Mount Rainier | Camp Muir
Distance: 8.4 miles out and back
Fees: National Parks Pass
View my Gaia GPS track here
It's Labor Day weekend which means you can catch me outside! Jennifer, Brianna, and I headed to Mount Rainier yesterday to climb up to Camp Muir at 10,188 ft - the highest point you can get to on Mount Rainier without a climbing permit.
In comparison to other climbs I've done, I would like to have been able to say that climbing up to Camp Muir was a breeze. But we all know that every day is different and variables (that aren't just elevation gain and mileage) what makes each climb so unique and memorable.
We got a later start than we had anticipated, but we also started out with fewer people for the long weekend that we had originally thought. The first short section is paved followed by a section of trail that is well marked out. It's a pretty steady incline for most of the way up. Approximately two miles in, after you cross Pebble Creek is where the Muir snowfield begins.
We strapped on our microspikes and trudged upwards on the suncupped snowfield. By the stats, this whole climb should have been fairly straightforward. But Jen and I weren't feeling great from the start and on top of that we had barely gotten any sleep. Jen was feeling lethargic and exhausted on our ascent up the Muir snowfield while I later wound up with some trouble with reoccurring knee pain on our descent.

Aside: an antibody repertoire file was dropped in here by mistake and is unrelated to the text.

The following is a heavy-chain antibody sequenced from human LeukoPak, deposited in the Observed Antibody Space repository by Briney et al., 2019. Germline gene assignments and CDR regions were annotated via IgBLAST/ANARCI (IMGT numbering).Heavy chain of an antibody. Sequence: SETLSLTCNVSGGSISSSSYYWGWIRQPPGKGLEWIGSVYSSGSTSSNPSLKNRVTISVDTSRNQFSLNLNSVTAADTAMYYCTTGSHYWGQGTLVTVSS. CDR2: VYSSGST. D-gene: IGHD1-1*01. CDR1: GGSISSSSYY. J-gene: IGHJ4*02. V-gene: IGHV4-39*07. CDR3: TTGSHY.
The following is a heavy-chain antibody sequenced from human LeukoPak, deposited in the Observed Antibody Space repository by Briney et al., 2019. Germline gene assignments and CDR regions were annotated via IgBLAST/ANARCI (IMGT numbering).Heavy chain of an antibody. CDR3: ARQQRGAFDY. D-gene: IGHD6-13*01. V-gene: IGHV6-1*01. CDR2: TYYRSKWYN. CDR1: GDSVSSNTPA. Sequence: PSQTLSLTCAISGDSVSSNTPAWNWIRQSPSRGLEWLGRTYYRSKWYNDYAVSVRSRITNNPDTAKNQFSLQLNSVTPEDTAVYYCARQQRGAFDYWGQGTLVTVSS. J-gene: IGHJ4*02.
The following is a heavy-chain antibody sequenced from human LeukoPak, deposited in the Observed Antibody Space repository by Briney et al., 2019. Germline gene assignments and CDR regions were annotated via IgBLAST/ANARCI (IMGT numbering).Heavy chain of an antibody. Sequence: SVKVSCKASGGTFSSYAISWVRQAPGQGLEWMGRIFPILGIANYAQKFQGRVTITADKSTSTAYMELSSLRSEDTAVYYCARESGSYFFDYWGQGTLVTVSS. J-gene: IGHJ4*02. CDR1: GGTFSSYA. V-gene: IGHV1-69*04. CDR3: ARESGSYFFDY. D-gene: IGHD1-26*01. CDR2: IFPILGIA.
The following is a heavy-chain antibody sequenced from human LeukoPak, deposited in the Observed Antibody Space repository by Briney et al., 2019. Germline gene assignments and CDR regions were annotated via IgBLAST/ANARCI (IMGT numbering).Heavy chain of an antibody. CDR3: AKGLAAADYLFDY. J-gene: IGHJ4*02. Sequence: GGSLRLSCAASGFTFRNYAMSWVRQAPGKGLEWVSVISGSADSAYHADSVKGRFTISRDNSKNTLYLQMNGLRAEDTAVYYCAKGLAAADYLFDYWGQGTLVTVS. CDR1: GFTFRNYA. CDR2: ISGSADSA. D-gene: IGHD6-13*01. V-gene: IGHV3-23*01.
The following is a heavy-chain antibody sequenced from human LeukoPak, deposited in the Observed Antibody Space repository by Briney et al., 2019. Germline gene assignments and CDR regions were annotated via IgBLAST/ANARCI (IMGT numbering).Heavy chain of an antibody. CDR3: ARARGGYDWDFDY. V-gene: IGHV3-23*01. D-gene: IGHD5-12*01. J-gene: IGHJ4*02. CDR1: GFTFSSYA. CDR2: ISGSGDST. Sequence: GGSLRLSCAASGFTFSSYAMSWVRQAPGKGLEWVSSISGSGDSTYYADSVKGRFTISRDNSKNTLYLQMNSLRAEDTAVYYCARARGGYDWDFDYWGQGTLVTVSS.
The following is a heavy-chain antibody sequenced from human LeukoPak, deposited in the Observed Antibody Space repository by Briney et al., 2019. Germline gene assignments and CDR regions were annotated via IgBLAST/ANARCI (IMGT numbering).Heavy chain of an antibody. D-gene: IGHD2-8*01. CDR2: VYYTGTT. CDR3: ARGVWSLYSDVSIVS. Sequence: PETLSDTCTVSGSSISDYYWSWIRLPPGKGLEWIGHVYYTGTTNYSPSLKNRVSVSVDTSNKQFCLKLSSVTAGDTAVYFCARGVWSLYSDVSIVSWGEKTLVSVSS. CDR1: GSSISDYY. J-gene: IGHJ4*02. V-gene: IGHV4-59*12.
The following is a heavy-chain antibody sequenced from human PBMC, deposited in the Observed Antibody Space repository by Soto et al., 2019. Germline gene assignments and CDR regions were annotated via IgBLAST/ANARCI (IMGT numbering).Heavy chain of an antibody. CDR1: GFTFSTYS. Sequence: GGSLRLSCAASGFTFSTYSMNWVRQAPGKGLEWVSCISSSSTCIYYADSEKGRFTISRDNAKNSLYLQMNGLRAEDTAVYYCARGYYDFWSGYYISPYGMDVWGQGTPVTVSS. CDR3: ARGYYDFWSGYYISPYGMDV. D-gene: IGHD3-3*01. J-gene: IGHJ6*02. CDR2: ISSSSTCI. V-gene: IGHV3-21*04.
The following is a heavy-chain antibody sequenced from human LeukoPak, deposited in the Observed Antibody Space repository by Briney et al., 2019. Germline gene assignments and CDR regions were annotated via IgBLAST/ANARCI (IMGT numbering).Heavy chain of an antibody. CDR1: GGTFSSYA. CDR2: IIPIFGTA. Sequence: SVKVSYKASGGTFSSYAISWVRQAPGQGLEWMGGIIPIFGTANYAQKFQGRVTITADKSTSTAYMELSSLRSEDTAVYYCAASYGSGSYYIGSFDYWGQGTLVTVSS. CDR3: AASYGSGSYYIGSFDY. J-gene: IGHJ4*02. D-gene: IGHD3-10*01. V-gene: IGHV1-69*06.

We reached Camp Muir while the skies were still and blue, without a hint of a breeze. We relaxed at the camp for an hour, taking in the views and resting up. The winds picked up a bit and smoke from the surrounding wildfires blew in some haze that blanketed the view below.
After snapping some - okay, a bunch - of photos, we started making our way back down. We were able to glissade a good chunk of the way (in September, no less!) and I was definitely grateful that it both took away stress from my knees and was plain gleefully fun!
We had our fair share of frustrations and mental blocks this trip, and the horde of people we ran into with poor trail etiquette at Paradise on our way down was another breaking point for the three of us. Everyone faces frustrations at some point and we learn to cope with it and each other and work as a team to help each other through the struggles. And there is no one I'd rather work through struggles like this with than these ladies.